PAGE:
The CTSU authors noted that the excess risk of cancers seen in the SEAS trial is based on only small numbers of patients so the range of uncertainty around the relative risk is wide. They suggest that if there were a true adverse effect of simvastatin plus ezetimibe▼ on the incidence of cancer, the excess should be dominated by a few particular types of cancer and the relative risk should increase significantly with duration of follow-up; neither of these were the case.

To explore the possibility of an increased risk of cancer with simvastain plus ezetimibe▼, the CTSU analysis compared the incidence of cancer in the SEAS trial with cancer data from two larger ongoing trials also investigated simvastatin plus ezetimibe▼: SHARP and IMPROVE-IT. An accompanying editorial points out that none of these three trials was designed primarily to address cancer risk. However, cancer mortality would be expected to be a reliable endpoint.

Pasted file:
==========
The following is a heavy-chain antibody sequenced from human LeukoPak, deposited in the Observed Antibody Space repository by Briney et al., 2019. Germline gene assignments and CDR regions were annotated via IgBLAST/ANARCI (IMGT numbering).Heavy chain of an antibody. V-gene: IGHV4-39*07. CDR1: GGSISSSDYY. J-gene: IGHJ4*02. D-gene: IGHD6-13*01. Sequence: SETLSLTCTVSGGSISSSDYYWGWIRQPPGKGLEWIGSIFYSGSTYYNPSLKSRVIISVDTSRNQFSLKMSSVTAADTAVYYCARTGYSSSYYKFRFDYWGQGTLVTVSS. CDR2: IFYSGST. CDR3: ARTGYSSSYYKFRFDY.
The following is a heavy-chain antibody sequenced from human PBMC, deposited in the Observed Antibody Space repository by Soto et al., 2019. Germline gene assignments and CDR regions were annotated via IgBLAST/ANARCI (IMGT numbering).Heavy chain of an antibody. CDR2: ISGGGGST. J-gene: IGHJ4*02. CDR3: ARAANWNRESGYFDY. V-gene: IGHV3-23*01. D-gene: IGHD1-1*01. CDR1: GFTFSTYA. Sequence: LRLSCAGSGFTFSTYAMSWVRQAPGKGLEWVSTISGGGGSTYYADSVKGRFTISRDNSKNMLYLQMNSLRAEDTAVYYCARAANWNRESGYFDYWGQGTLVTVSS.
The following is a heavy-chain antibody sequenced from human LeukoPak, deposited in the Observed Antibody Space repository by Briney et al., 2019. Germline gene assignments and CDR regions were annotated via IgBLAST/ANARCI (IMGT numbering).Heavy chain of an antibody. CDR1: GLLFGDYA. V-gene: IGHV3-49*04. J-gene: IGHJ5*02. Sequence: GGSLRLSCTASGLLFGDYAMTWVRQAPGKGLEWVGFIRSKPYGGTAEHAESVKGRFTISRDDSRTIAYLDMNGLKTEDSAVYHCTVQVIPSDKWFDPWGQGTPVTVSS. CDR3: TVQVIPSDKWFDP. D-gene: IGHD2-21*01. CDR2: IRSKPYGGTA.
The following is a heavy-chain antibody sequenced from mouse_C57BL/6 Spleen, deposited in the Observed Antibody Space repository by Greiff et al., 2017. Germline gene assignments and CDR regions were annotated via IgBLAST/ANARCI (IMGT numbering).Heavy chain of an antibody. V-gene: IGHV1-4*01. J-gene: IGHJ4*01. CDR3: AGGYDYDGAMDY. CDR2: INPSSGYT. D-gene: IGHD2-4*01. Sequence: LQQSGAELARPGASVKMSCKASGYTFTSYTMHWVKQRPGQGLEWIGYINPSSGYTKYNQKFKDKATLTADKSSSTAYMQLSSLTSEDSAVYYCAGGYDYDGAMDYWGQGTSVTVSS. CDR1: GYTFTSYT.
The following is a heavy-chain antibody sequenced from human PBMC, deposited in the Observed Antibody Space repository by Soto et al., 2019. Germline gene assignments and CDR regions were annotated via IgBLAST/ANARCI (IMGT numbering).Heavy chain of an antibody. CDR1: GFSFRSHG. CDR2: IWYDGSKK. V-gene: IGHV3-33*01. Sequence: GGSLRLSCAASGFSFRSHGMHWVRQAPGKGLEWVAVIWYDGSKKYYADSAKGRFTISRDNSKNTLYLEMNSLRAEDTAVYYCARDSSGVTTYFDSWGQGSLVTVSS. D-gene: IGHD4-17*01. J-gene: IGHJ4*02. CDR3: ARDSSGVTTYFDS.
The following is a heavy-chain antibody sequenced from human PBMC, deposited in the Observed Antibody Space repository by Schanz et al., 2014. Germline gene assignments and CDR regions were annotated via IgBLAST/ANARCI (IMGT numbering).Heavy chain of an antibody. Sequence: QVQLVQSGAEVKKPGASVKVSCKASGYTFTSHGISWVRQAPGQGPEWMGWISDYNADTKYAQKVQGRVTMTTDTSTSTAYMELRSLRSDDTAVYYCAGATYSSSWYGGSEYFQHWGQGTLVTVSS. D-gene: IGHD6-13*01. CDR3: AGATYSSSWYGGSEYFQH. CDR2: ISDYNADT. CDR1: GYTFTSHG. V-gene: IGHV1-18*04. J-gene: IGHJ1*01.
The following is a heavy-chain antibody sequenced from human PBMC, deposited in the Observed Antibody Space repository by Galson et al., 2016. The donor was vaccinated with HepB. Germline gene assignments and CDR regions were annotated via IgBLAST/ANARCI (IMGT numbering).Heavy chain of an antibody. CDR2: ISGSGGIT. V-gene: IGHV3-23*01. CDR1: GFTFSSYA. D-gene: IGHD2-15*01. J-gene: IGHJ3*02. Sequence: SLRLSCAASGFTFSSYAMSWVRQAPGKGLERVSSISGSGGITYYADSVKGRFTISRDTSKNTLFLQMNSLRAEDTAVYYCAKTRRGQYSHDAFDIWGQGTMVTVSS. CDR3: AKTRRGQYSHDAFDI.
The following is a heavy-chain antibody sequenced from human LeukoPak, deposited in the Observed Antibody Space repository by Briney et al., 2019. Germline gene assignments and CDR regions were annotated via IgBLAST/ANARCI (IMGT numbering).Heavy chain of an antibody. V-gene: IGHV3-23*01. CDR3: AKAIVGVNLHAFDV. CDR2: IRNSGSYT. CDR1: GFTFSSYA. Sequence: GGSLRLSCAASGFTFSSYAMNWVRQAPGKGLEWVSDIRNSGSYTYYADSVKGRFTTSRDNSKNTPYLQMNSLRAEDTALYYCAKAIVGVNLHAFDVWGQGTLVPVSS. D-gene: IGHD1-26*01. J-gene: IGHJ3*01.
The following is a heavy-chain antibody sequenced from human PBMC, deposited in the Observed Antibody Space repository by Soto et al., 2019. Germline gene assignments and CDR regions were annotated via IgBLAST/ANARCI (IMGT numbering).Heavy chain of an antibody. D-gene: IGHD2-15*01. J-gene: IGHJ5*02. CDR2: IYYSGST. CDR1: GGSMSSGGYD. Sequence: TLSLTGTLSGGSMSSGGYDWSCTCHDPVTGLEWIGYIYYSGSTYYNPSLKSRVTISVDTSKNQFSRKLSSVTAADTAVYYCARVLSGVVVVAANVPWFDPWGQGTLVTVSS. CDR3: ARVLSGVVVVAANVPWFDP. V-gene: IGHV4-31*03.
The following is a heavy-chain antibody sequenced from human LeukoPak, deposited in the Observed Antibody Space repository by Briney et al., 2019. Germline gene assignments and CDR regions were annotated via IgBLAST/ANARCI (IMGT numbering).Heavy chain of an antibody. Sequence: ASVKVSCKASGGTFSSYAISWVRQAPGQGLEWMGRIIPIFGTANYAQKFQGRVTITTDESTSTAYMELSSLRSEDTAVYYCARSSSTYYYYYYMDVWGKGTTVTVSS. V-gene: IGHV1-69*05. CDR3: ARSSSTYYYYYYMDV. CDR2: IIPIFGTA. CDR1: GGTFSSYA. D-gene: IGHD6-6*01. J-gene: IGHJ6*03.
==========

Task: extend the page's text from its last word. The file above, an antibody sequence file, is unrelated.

Together, the SHARP and IMPROVE-IT trials involve about four times as much information about the incidence of cancer as the SEAS data alone. In the SHARP and IMPROVE-IT trials combined, there was no significant excess incidence of cancer (Relative Risk [RR] 0.96; 95%CI 0.82 to 1.12, P=0.61) either overall or at a particular site, and no suggestion of an emerging trend with duration of follow-up. There was a non-significant increase in cancer mortality, but this had much wider 95% CIs (RR 1.34 (95% CI, 0.98 to 1.84, P=0.07).